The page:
Some products always have a certain amount of perceived value. Take coffee, for instance. Millions enjoy a cup or two of coffee in the morning as part of their routine. It always has a basic value. What if one brand comes up with a type of vanilla flavored coffee that costs $2 less than the regular coffee of another brand that has been successful?
Now the value ratios have changed. Not only can a consumer get flavored coffee, but it costs them less to do so. Without a change in the marketing approach, the brand selling regular coffee will find themselves lacking customers over time.
6. It can require a culture change.
A brand or business cannot implement a relationship marketing strategy without having the culture of the organization supporting it. If a customer comes to the brand, expecting a supportive experience, but receives something else, then the likely outcome is a shift in business to the competition.
The worst negative reviews come when customers vote with their money and your brand and business isn’t on the ballot.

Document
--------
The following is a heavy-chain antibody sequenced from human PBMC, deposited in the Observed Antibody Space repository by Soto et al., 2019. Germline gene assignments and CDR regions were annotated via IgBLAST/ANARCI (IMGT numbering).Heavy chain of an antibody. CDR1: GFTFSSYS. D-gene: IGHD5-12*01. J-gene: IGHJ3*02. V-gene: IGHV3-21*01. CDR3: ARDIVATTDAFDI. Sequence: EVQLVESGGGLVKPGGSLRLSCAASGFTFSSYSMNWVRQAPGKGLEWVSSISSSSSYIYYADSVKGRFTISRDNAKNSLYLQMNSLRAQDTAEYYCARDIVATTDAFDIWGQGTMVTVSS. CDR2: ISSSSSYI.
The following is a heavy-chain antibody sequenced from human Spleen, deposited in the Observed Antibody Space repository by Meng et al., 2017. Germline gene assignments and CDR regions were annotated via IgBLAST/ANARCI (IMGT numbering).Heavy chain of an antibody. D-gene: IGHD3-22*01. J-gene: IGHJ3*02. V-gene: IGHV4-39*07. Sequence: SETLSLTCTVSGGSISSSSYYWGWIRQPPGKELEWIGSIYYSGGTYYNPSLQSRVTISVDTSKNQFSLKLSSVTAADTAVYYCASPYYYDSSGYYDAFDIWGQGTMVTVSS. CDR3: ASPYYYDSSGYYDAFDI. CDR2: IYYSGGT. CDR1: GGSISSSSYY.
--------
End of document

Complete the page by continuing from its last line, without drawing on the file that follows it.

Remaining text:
7. Some returning customers may expect a discount.
There will always be some customers who expect to be treated better by a brand and business because they are returning for another purchase. They want discounts that go beyond the normal sales and offers that might be part of a marketing effort. Without that “extra” benefit, they may say they’ll go to the competition – sometimes even under the threat of leaving a negative review.
These are not the customers a relationship marketing effort should target. Brands must recognize the lack of value in such an offer. If an “extra” discount is given, that customer will want even more benefits on their next follow-up visit.
The pros and cons of relationship marketing show that the efforts of a brand and business to connect with existing customers can increase revenues. It may also improve a brand’s reputation. A campaign such as this is not without risk, however, so there must also be flexibility built into each marketing effort so that a brand and business can adapt to the changing needs of their core demographics.
Have you had the privilege of implementing a relationship marketing campaign? What is the most important lesson you learned from your experiences that you could share with those who may be starting their first campaign right now?